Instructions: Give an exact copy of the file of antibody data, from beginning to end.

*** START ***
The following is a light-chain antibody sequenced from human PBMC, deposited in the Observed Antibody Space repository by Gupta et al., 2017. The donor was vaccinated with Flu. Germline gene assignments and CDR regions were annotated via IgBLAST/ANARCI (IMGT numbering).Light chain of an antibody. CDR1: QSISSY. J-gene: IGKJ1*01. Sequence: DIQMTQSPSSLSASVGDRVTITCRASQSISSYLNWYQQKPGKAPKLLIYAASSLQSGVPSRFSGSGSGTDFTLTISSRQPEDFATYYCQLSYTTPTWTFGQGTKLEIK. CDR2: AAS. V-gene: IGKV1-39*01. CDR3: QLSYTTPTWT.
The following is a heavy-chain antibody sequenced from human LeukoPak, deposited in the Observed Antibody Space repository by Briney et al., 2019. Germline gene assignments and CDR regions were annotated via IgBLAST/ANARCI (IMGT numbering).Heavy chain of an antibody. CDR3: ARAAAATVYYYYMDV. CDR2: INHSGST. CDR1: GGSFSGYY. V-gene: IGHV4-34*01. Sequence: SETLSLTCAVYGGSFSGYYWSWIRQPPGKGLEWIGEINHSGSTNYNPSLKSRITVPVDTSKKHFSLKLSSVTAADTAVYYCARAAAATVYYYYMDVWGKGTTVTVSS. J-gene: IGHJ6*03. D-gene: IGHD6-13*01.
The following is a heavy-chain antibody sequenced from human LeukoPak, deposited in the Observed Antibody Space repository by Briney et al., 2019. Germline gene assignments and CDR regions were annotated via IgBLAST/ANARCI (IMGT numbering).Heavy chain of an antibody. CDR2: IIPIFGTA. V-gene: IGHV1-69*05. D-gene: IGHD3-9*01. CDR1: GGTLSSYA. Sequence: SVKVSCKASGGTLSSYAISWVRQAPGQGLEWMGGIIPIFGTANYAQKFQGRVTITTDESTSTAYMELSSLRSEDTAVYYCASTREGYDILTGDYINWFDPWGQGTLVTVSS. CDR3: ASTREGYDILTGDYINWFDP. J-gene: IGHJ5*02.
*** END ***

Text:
The following is a light-chain antibody sequenced from human PBMC, deposited in the Observed Antibody Space repository by Gupta et al., 2017. The donor was vaccinated with Flu. Germline gene assignments and CDR regions were annotated via IgBLAST/ANARCI (IMGT numbering).Light chain of an antibody. CDR1: QSISSY. J-gene: IGKJ1*01. Sequence: DIQMTQSPSSLSASVGDRVTITCRASQSISSYLNWYQQKPGKAPKLLIYAASSLQSGVPSRFSGSGSGTDFTLTISSRQPEDFATYYCQLSYTTPTWTFGQGTKLEIK. CDR2: AAS. V-gene: IGKV1-39*01. CDR3: QLSYTTPTWT.
The following is a heavy-chain antibody sequenced from human LeukoPak, deposited in the Observed Antibody Space repository by Briney et al., 2019. Germline gene assignments and CDR regions were annotated via IgBLAST/ANARCI (IMGT numbering).Heavy chain of an antibody. CDR3: ARAAAATVYYYYMDV. CDR2: INHSGST. CDR1: GGSFSGYY. V-gene: IGHV4-34*01. Sequence: SETLSLTCAVYGGSFSGYYWSWIRQPPGKGLEWIGEINHSGSTNYNPSLKSRITVPVDTSKKHFSLKLSSVTAADTAVYYCARAAAATVYYYYMDVWGKGTTVTVSS. J-gene: IGHJ6*03. D-gene: IGHD6-13*01.
The following is a heavy-chain antibody sequenced from human LeukoPak, deposited in the Observed Antibody Space repository by Briney et al., 2019. Germline gene assignments and CDR regions were annotated via IgBLAST/ANARCI (IMGT numbering).Heavy chain of an antibody. CDR2: IIPIFGTA. V-gene: IGHV1-69*05. D-gene: IGHD3-9*01. CDR1: GGTLSSYA. Sequence: SVKVSCKASGGTLSSYAISWVRQAPGQGLEWMGGIIPIFGTANYAQKFQGRVTITTDESTSTAYMELSSLRSEDTAVYYCASTREGYDILTGDYINWFDPWGQGTLVTVSS. CDR3: ASTREGYDILTGDYINWFDP. J-gene: IGHJ5*02.